necessarily be treated of at greater length.

There is on record the Will of a John Brendewod, which is
dated on Friday, the vigil of Saints Perpetua and Felicitas (7
March), A.D. 1348. The testator was a citizen of London, and he
describes himself as a fripperer, that is to say, a dealer in second-
hand clothes and furniture. His Will was proved and enrolled in
the Court of Hastings of the City of London in March, 1348-49.
A summary of it is given in the Appendix (A) as it stands in the
Calendar of Wills of the Court of Hastings, printed by the Corpora-
tion of the City of London (Part I, p. 537). In the same highly
important series another testator mentions a Stephen de Brende-
wode (Calendar, Part II, p. 100). This is William Castelyn,
whose will, dated February 10, A.D. 1348, was not proved until
1366-67, and who calls himself a " pheliper," which was another
word for fripperer. These are not put forward as the earliest in-
stances of the name, nor for any other purpose than to prove that
five hundred years ago and upwards Brendewode was a recognized

The mutations and transformations, even, to which English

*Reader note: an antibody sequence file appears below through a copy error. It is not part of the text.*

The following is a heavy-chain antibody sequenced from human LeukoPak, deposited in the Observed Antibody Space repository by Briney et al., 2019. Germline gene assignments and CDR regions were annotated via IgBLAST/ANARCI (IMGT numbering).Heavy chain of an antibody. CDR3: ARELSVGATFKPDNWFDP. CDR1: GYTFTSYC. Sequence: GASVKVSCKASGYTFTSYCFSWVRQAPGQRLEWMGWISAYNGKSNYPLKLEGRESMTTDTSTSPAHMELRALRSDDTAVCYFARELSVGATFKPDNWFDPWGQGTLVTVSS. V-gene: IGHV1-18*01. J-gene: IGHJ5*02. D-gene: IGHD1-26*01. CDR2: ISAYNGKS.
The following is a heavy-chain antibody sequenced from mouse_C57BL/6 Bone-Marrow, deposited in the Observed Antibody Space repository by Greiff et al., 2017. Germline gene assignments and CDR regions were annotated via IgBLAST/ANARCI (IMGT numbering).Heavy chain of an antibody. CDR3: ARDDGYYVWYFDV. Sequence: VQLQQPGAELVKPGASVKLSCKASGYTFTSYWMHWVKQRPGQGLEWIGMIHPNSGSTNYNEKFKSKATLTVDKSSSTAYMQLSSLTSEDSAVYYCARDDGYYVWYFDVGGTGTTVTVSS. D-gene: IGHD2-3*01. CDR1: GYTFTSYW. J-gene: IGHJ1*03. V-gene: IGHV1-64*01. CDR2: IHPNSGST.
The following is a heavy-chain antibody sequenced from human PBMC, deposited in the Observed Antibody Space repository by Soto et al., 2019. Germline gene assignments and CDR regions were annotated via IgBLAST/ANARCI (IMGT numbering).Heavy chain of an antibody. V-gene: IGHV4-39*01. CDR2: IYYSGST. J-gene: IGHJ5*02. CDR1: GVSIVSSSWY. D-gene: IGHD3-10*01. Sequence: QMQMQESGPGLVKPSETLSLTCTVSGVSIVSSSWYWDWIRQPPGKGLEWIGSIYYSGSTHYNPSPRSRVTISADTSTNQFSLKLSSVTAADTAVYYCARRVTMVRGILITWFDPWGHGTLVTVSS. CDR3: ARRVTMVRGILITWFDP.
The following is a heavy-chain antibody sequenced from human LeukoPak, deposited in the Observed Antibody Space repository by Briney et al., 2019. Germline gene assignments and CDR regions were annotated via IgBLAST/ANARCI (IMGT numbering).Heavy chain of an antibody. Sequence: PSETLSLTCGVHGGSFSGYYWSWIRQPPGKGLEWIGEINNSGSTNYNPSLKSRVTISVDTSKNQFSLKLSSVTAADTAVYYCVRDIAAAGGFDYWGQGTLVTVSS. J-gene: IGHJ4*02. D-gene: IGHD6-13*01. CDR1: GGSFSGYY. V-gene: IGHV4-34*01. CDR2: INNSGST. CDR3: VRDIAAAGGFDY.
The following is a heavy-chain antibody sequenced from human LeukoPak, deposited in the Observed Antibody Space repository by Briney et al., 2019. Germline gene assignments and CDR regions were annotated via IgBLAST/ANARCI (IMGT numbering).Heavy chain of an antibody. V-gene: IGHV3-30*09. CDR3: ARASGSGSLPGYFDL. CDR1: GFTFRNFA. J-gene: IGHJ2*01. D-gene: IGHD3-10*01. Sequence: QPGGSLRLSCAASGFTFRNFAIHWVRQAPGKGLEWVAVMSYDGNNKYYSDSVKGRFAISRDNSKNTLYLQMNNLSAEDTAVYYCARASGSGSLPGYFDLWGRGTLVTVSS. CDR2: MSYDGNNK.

names, both of persons and places, have been subject are legion in
number, but in all the object was curtailment. However short a
name might be, it was shortened whenever that was possible. Al-
though a triangle might be small, our fathers saw no reason why
they should travel round its sides when a walk along its base would
bring them more speedily to the same destination. It will not be
foreign to the purpose if I observe that, according to English cus-
tom, e was and is very frequently sounded as if it were a. For an
instance much in point we need go no further than the town which
gave its name to the capital of what is now the State of Connecticut
when the early settlers, whilst evidently adopting the pronuncia-